SamCrow (Sam Crow)


Comment history

Kansas stands out for lack of diversity in its judicial branch

When I see a liberal activist writer like Peter Hancock describe a group as “nonpartisan” I immediately research the group.

Here are some of the quotes The American Constitution Society describe itself with on its website:

“Countering the activist conservative legal movement that has sought to erode our enduring constitutional values:

“articulate a progressive vision of our Constitution”

“ACS generates “intellectual capital” for ready use by progressive allies”

“debunking conservative buzzwords such as “originalism” and “strict construction” that use neutral-sounding language but all too often lead to conservative policy outcomes”

“principal mission is nurturing the next generation of progressive lawyers, judges, policy experts, legislators and academics”.

Hardly a nonpartisan group.

Come on LJW. Why do you allow such lying in your publication? That is the kind of writing that causes you to lose credibility.

December 4, 2017 at 8:55 p.m. ( | suggest removal )

State insists KPERS pension fund still in solid shape, despite unfunded liabilities growing to more than $9 billion

You are not in the dark unless you want to be.

All that information is from the KPERS annual report which is promptly posted each year on the internet. At 150 pages it is full of detail.

The reports for the last ten years are available.

Would you like someone to read it to you also?

November 27, 2017 at 6 p.m. ( | suggest removal )

School finance response could include Kansas constitutional amendment

Calvin lawsuits about education funding in Kansas are not new.

In 1972, there was Caldwell v. Kansas regarding the funding system.

In 1991, Mock v. Kansas was filed to contest the formula devised to settle Caldwell.

Robinson v. Kansas was filed in 2002 was filed claiming the formula discriminated against minorities.

Montoy v, Kansas was filed in 2003 saying the funding system violated the state constitution.

Montoy v. Kansas (2) was filed in 2005 challenging the formula. It was known as Montoy II.

Montoy v. Kansas (3) was filed in 2005, saying the settlement in Montoy II was inadequate. It was about minorities in large districts. Sebelius was governor during the Montoy cases, and the moderates controlled the legislature.

The current Gannon v. Kansas was filed in early 2010, in response to Gov. Parkinson cutting the education funds due to the recession. . Scott Rothschild reported in the LJW on June 21, 2010 that Parkinson opposed the suit saying "we cannot sue our way out" of our problems. Brownback had not even been elected yet.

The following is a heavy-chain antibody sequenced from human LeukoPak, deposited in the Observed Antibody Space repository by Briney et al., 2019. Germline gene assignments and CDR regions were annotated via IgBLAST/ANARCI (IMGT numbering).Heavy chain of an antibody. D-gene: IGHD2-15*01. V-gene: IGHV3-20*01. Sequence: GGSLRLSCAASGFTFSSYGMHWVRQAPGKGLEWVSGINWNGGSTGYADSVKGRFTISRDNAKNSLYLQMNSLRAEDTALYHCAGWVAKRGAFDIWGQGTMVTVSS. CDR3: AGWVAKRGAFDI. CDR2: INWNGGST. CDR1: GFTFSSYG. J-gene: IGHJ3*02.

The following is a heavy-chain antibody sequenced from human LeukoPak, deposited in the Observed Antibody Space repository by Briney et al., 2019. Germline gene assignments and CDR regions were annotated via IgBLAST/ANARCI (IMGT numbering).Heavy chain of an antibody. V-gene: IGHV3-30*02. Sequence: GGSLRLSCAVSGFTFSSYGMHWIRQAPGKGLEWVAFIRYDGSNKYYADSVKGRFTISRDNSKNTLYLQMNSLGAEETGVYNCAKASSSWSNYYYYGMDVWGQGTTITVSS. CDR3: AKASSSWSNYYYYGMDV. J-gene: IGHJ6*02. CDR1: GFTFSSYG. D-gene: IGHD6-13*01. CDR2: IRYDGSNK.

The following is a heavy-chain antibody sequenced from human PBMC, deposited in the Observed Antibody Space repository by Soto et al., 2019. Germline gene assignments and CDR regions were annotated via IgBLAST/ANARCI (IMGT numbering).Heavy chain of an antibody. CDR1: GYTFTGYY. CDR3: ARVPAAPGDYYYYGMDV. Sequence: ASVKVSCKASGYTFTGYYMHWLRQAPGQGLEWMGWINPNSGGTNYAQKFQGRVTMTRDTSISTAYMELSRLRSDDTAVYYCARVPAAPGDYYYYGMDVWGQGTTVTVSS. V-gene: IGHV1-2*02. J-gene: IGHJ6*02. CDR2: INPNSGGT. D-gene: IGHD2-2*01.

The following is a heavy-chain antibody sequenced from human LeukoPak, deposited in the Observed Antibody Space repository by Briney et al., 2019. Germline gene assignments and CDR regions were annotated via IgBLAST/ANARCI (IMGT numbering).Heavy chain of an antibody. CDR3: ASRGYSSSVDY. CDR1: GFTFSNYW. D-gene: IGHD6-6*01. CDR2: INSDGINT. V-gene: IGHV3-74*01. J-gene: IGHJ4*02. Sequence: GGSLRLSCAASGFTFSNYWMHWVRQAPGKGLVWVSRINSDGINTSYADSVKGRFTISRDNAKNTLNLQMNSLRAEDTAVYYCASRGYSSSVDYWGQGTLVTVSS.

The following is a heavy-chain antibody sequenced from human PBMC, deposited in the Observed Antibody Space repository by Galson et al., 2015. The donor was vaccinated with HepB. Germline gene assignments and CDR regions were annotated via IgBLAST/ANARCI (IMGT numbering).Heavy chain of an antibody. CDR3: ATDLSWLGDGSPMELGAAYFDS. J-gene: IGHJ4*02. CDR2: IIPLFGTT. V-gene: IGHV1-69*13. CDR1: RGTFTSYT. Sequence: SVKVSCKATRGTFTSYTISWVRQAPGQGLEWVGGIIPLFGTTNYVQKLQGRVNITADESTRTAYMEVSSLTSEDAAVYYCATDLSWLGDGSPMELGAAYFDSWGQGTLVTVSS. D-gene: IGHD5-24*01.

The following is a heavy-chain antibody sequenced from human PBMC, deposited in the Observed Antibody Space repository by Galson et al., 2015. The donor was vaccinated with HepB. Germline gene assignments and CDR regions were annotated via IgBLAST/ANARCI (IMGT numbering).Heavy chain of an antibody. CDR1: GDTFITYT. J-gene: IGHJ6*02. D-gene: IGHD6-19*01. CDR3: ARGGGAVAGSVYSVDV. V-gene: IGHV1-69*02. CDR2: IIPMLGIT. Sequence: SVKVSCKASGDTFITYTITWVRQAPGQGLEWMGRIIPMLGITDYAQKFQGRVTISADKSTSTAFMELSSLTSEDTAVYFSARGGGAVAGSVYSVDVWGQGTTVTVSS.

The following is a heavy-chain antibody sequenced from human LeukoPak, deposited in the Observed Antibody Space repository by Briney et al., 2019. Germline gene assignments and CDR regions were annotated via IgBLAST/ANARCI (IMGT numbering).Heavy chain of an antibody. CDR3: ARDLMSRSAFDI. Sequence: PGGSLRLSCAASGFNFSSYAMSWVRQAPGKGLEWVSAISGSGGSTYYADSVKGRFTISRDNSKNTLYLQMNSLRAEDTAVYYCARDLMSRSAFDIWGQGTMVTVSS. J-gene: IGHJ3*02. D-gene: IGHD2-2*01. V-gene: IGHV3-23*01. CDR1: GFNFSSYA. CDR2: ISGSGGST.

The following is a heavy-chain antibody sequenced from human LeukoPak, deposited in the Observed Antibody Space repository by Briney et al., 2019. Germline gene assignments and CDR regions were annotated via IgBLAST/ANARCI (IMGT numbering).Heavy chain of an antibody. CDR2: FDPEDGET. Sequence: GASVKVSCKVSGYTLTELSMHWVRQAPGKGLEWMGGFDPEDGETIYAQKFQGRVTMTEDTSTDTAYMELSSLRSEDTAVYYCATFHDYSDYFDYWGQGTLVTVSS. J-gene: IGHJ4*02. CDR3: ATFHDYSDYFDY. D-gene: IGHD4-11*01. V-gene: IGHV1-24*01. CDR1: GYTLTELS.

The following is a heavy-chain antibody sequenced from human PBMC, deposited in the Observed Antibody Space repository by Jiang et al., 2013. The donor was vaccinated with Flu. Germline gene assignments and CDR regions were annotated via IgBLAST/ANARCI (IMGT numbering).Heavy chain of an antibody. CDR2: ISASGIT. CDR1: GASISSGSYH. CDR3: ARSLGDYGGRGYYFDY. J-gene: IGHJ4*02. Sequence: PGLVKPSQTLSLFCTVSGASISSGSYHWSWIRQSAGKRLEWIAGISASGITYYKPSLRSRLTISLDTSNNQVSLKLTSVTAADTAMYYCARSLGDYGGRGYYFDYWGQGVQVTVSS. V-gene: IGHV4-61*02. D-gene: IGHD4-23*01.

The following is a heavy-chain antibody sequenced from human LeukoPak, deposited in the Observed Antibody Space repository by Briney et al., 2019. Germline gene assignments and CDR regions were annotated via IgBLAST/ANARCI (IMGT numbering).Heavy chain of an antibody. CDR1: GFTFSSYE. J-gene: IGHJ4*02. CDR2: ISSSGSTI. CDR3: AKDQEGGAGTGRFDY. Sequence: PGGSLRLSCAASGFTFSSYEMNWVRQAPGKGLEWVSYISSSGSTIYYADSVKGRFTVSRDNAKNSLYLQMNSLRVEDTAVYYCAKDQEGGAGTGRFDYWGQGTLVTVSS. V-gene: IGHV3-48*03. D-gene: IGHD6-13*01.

So, sorry, funding was something everyone was not “more or less comfortable with before Brownie and the jackals”.

November 27, 2017 at 11:48 a.m. ( | suggest removal )

School finance response could include Kansas constitutional amendment

Dottie, Ashley Judd would be very proud of you for being such a naaasssty woommaan.

But it doesn’t change the fact you want everybody but you to pay state income taxes, to fund your interests.

When challenged with facts, you retreat into your make believe world, and imagine and assign attributes to other people, in an effort to reconcile your beliefs.

You have spent your life suckling at the taxpayers teat, and continue to do so in retirement. You chose the low risk, low reward route in life. Now you are jealous of those of us that pursued a more lucrative vision.

I worked my entire life to put myself in a position that people like you are envious of people like me. Thanks for confirming I made the right decisions all along.

November 26, 2017 at 11:56 a.m. ( | suggest removal )

School finance response could include Kansas constitutional amendment

Conservatives live in a world of reality.

Liberals live in a world of make believe, full of smiles and bubbles and cute puppies. And if its not there for the young ones, they demand space places to avoid reality.

If only public budgets could be based on smiles and cute sayings.

November 25, 2017 at 11:31 a.m. ( | suggest removal )

School finance response could include Kansas constitutional amendment

Dottie wants you to pay it forward.

But there is something important she isn’t telling you.

She is very proud of her mostly taxpayer financed KPERS retirement, which is about $30,000 a year.

But she, like all KPERS retirees, pay ZERO state taxes on that income, saving her about $1,500 a year.

Yet, she wants you to pay your 5.2% state income tax on any pension you may have, and calls it paying it forward. She calls it a responsibility. How about accepting your own responsibilities Dottie ?

How typically hypocritical is that ??

November 25, 2017 at 11:26 a.m. ( | suggest removal )

School finance response could include Kansas constitutional amendment

Your typically liberal gibberish is easy to write, but very difficult to implement.

Show us a way to quantify “potential for success” into ways that are measurable, which the metrics can then be compared.

You can’t put the words “potential for success “into a formula on a spreadsheet to compare 286 very disparate school districts in the state.

November 24, 2017 at 11:28 a.m. ( | suggest removal )